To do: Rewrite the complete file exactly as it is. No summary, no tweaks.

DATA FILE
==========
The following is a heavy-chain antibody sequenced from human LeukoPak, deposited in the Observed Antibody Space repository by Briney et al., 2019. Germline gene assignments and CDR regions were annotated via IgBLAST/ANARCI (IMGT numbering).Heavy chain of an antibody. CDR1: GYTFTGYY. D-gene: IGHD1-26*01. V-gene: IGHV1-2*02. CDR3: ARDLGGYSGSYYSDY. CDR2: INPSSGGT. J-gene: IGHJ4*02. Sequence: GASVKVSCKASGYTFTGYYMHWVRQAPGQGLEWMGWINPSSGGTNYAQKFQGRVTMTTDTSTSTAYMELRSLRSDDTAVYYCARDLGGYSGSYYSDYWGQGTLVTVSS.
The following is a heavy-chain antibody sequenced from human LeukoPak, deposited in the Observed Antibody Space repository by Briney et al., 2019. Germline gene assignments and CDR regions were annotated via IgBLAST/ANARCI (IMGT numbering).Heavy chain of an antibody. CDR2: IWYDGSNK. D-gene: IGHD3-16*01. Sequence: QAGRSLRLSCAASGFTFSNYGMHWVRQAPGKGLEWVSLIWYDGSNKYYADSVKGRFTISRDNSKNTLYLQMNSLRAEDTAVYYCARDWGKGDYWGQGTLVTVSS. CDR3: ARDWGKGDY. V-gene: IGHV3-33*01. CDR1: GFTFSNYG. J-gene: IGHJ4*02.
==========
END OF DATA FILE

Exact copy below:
The following is a heavy-chain antibody sequenced from human LeukoPak, deposited in the Observed Antibody Space repository by Briney et al., 2019. Germline gene assignments and CDR regions were annotated via IgBLAST/ANARCI (IMGT numbering).Heavy chain of an antibody. CDR1: GYTFTGYY. D-gene: IGHD1-26*01. V-gene: IGHV1-2*02. CDR3: ARDLGGYSGSYYSDY. CDR2: INPSSGGT. J-gene: IGHJ4*02. Sequence: GASVKVSCKASGYTFTGYYMHWVRQAPGQGLEWMGWINPSSGGTNYAQKFQGRVTMTTDTSTSTAYMELRSLRSDDTAVYYCARDLGGYSGSYYSDYWGQGTLVTVSS.
The following is a heavy-chain antibody sequenced from human LeukoPak, deposited in the Observed Antibody Space repository by Briney et al., 2019. Germline gene assignments and CDR regions were annotated via IgBLAST/ANARCI (IMGT numbering).Heavy chain of an antibody. CDR2: IWYDGSNK. D-gene: IGHD3-16*01. Sequence: QAGRSLRLSCAASGFTFSNYGMHWVRQAPGKGLEWVSLIWYDGSNKYYADSVKGRFTISRDNSKNTLYLQMNSLRAEDTAVYYCARDWGKGDYWGQGTLVTVSS. CDR3: ARDWGKGDY. V-gene: IGHV3-33*01. CDR1: GFTFSNYG. J-gene: IGHJ4*02.